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Western Press Review: Korea's Historic Summit

Prague, 13 June 2000 (RFE/RL) -- History was made today on East Asia's Korean peninsula. A half-century after their countries began a bloody three-year war, the leaders of North Korea -- the world's last Stalinist state -- and the Western-oriented South Korea began three days of talks in the North Korean capital of Pyongyang. Western press commentary assesses the probable impact of this first-ever summit meeting between the two long-time adversaries on broad international developments as well as on relations between the two countries.


The Irish Times says that the Pyongyang meeting "seems assured of success in opening up relations between the two states, officially frozen since the end of the 1950 to 1953 war. The summit agenda," its editorial notes, "includes economic aid for the North, cultural and sporting exchanges, reuniting divided families and relaxation of the tense security confrontation involving 1 million troops and one of the world's most formidable armory of weapons."

The editorial goes on: "North Korea's readiness to open up relations with the South came as a surprise in recent months. Its leadership," it says, "has evidently concluded that the policy of strict isolation from the outside world can no longer be sustained if their regime is to survive. It is threatened by famine, dire shortages of consumer goods, and an inability to pay for necessary imports."

Therefore, the paper argues, North Korea's leaders have decided to risk a carefully controlled opening-up to outside influences and contacts that might very well eventually undermine their system. "They assume," the editorial says, "that South Korea and other states will be prepared to extend substantial aid and investment precisely in order to head off threats that it might collapse precipitously in East German fashion." The paper calls this "a shrewd approach, given that the prospect of such an involuntary reunification fills most South Koreans with dread. Despite decades of propaganda about the desirability of unity," the editorial notes, "[South Korean] citizens have grown very much apart from the closed and backward Stalinist regime."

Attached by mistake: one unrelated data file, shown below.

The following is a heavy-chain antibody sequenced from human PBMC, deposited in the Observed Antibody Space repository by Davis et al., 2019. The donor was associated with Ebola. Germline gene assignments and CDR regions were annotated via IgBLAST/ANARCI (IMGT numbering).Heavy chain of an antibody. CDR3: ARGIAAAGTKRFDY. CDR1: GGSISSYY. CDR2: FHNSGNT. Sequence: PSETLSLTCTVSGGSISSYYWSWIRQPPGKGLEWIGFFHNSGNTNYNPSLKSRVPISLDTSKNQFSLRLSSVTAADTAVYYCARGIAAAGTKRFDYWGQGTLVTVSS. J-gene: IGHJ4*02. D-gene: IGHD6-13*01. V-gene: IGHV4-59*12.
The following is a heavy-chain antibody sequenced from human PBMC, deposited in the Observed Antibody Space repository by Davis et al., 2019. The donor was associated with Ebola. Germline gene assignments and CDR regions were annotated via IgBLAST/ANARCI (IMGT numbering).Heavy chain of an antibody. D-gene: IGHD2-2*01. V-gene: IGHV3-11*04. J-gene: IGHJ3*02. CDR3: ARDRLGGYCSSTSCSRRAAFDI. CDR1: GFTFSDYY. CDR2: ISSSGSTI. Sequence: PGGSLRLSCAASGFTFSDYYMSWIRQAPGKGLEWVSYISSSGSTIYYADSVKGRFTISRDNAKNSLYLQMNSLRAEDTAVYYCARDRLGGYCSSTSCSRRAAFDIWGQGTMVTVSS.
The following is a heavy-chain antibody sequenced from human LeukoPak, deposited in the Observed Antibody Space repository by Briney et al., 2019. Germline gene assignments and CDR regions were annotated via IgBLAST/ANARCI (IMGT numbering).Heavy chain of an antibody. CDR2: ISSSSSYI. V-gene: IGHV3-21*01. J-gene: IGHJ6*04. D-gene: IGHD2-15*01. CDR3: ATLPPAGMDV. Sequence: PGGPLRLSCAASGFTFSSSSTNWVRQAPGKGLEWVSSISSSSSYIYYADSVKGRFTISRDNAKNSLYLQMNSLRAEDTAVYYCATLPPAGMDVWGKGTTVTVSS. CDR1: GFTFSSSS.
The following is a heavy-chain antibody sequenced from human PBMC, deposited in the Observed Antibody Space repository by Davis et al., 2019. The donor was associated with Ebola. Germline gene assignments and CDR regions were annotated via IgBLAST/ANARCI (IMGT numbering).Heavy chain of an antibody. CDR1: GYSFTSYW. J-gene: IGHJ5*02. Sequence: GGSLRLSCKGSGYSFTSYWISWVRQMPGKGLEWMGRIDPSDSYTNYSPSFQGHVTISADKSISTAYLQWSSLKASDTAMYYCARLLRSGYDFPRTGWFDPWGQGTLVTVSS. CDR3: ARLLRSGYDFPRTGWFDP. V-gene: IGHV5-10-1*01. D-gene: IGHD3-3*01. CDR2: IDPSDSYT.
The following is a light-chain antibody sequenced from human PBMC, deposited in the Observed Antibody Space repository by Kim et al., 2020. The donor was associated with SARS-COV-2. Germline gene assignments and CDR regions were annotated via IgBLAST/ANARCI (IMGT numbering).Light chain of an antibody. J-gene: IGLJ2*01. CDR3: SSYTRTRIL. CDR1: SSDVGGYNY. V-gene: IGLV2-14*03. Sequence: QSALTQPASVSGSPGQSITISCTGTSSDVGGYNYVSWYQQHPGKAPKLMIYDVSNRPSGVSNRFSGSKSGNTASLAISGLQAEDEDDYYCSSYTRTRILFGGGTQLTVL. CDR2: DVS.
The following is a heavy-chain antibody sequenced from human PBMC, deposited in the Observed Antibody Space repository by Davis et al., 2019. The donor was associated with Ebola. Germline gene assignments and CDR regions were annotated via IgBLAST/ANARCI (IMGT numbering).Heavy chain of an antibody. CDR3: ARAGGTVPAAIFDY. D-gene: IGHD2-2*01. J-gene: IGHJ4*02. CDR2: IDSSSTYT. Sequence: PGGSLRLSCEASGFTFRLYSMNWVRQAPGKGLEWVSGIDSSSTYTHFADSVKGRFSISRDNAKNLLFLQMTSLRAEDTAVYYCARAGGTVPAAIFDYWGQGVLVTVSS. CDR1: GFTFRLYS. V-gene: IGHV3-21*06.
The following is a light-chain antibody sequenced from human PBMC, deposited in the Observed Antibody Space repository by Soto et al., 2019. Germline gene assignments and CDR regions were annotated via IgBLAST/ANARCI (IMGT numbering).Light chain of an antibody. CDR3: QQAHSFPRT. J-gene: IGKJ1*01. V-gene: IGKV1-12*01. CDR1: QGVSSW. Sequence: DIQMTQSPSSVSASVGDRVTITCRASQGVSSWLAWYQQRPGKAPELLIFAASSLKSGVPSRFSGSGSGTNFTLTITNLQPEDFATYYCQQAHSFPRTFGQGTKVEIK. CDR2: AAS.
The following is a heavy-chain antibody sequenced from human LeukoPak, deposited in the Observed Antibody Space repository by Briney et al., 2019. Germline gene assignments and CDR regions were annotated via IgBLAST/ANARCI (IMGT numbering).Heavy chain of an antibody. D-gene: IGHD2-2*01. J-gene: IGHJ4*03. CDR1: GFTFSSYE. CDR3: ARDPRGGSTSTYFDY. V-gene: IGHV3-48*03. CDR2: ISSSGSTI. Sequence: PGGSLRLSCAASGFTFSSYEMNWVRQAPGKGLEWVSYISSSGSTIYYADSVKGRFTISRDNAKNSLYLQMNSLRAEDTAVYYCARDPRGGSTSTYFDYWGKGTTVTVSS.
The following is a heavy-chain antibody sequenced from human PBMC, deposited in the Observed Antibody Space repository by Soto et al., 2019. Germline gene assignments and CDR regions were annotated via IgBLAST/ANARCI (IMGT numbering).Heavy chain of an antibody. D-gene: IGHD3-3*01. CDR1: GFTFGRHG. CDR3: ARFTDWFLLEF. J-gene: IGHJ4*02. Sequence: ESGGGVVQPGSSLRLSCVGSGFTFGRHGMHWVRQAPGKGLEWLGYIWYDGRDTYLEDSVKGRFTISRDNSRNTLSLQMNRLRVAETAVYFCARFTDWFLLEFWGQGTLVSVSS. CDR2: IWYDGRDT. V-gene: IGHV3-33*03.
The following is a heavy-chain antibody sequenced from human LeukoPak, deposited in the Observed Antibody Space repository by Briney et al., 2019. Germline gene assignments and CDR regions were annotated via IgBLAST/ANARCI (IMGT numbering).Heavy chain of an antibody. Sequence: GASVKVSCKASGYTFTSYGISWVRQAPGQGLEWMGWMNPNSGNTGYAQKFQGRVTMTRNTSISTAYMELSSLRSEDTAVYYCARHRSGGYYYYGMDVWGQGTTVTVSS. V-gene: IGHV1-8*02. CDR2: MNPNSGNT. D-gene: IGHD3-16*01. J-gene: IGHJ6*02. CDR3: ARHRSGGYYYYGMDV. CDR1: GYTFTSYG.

For the New York Times, this week's meetings between South Korea's president, Kim Dae Jung, and North Korean leader Kim Jong Il mark what it calls "an encouraging change" in the relationship between the two Koreas. The paper's editorial goes on to say: "In the 55 years since the Korean peninsula was divided after World War Two, the North has directed invasion, infiltration and terrorism against the South and both sides have employed vitriolic propaganda against each other. Now, for the first time, the top leaders on each side are getting together to discuss mutual concerns."

What has moved them to do so, says the paper, "is a combination of severe economic and social strains in the North, including serious famine and energy shortages, and a new recognition by the South that its own security would be endangered by a sudden breakdown of authority in North Korea." It warns, however, that because the Pyongyang government remains what it describes as "one of the world's most opaque and unpredictable, [expectations] for specific agreements coming out of the meetings should not be set too high."